The Best Read-Aloud Book: The Last of the Really Great Whangdoodles + Free Resources

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This is the best book in the world.

– A reluctant reader who only reads Magic Tree House books

[It was] perfect and funny. I will cry. I want more.

– A student whose attention is difficult to keep

This book was like a movie in my mind!

– A kid who generally prefers video games to books

The most amazing fantasy book ever rotten – oops – ritten [written]

– A high reader (though not speller) who inhales books

Originally, this post was going to be about my favorite, go-to read-alouds with my class. Read-alouds, plural.

But then this week, I finished my annual unit of The Last of the Really Great Whangdoodles with my class. And I have so much to tell you about this one book, that this post is going to wind up being all about it.

I’m going to give you all the reasons there are to love this book, PLUS some of the activities, assignments, and resources I’ve developed or found in order to teach with this book.

In a hurry? Jump to the consolidated list of resources at the bottom.

But even if you’re a parent (not a teacher), you’ll come away knowing the next book you HAVE to read with your child(ren).

Or, if you don’t have kids in your life, you’ll be picking up this book anyway, simply because it is such a GOOD READ.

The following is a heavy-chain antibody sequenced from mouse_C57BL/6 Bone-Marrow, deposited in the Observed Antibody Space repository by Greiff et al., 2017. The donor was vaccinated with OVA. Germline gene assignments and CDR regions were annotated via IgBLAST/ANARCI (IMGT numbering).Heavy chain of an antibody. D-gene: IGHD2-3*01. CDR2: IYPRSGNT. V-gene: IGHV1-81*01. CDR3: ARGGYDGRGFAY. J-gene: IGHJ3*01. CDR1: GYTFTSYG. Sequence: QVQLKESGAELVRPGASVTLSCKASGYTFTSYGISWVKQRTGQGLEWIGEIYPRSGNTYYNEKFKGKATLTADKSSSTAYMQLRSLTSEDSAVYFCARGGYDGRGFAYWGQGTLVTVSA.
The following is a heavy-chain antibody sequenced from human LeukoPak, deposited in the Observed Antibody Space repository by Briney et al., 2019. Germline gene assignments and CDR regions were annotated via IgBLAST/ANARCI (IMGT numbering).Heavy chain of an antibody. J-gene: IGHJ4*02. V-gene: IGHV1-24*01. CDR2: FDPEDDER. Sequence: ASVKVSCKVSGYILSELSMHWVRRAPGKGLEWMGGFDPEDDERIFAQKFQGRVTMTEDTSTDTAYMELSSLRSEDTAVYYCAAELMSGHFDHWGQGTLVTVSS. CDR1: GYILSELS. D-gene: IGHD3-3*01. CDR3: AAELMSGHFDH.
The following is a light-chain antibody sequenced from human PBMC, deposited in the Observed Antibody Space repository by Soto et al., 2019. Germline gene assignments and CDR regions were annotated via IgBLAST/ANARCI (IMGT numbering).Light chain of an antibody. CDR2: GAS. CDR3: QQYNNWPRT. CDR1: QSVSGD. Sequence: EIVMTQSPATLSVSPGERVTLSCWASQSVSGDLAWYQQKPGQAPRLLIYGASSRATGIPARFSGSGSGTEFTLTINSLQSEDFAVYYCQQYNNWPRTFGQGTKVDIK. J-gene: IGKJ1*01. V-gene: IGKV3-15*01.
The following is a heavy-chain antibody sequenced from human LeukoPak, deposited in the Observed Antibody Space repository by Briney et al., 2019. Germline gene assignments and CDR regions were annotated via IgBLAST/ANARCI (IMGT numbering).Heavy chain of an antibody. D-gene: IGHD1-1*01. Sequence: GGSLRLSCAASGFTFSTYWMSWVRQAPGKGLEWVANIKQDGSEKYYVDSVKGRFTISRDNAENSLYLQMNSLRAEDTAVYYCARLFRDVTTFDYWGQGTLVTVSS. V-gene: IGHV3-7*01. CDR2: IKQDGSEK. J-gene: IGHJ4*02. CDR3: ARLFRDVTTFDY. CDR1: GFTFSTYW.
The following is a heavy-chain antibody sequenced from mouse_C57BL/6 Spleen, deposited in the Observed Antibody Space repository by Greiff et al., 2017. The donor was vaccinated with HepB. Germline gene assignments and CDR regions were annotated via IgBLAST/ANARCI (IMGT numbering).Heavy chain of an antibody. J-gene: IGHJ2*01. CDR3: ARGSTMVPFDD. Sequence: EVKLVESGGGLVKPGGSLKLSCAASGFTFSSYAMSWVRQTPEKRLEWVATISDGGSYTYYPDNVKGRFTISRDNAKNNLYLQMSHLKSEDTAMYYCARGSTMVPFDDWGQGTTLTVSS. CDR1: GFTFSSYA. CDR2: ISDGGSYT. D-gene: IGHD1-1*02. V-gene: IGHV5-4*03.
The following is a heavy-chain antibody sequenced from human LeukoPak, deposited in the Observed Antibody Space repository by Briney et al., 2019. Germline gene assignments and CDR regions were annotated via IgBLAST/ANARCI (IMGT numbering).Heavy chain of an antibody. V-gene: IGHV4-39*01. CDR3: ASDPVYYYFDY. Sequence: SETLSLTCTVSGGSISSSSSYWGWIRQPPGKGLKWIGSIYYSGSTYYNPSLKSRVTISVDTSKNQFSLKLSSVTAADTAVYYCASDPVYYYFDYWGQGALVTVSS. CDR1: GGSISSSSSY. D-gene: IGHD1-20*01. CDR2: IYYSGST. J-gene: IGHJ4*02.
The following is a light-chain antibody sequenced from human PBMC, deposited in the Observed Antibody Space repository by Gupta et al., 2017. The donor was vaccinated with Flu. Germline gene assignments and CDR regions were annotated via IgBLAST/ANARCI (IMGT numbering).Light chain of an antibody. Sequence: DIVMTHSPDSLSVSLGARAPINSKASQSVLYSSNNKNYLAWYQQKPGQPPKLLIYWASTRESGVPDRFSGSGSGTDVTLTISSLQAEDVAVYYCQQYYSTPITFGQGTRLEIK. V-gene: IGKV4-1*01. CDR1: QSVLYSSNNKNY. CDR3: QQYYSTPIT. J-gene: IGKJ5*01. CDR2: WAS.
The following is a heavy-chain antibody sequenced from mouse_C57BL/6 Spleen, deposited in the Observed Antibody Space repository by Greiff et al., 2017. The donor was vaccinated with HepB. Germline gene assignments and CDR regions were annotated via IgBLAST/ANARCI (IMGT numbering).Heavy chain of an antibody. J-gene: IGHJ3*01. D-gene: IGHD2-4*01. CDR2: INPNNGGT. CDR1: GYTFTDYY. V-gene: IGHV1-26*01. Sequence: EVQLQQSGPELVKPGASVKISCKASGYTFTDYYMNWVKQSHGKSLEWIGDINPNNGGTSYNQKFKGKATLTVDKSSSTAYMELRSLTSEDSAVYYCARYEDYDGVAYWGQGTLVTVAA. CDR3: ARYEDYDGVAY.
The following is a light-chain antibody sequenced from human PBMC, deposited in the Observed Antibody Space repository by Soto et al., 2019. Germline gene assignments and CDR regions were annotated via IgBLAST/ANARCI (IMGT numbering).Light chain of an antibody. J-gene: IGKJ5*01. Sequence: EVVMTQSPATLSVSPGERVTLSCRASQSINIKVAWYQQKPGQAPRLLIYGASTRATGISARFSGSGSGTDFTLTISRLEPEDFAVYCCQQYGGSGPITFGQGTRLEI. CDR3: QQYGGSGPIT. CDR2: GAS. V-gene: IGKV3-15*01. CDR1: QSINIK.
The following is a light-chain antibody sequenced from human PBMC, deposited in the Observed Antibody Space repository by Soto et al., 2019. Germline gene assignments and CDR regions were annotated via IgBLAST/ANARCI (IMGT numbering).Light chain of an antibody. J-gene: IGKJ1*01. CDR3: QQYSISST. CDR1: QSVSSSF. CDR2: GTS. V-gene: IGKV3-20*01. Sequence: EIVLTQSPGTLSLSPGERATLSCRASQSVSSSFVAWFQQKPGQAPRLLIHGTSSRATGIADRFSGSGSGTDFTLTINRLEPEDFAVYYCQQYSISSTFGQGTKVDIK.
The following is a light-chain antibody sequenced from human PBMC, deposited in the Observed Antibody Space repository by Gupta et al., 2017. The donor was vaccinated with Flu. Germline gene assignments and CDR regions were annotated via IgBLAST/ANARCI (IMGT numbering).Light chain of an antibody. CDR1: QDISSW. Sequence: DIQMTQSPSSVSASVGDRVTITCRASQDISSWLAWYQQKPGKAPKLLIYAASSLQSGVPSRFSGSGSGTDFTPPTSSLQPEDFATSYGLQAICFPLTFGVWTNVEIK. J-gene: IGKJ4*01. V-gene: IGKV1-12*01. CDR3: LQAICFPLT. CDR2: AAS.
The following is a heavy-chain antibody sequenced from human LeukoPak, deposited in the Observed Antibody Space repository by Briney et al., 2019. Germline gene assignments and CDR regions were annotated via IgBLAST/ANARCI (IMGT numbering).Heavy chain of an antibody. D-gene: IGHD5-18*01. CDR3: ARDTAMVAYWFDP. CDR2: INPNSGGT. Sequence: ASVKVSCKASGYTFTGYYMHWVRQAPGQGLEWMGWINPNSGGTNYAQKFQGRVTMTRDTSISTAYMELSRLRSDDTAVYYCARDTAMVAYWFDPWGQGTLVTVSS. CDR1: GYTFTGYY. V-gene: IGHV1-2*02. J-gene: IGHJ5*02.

A Quick Plot Synopsis:

A trio of siblings, Ben, Tom, and Lindy, meets a quirky old man at the zoo one day, and he mentions a creature called a whangdoodle. When the kids challenge him on its existence, he encourages them to look it up in the dictionary. Imagine their surprise when 1) they find it listed and 2) the “haunted” house that Tom dares his (younger) sister Lindy to knock on while trick-or-treating is actually the house of the man they met at the zoo. And, furthermore, that quirky old man is none other than Professor Savant, winner of the Nobel Prize for his work in genetics!

They ask him again about the whangdoodle and he tells them all about this magical, fantastical place called Whangdoodleland, with many kinds of fascinating, odd creatures and marvelous things that would never appear in the real world. He invites them to train with him in order to be able to visit Whangdoodleland and to try to actually meet the last of all the whangdoodles in the world.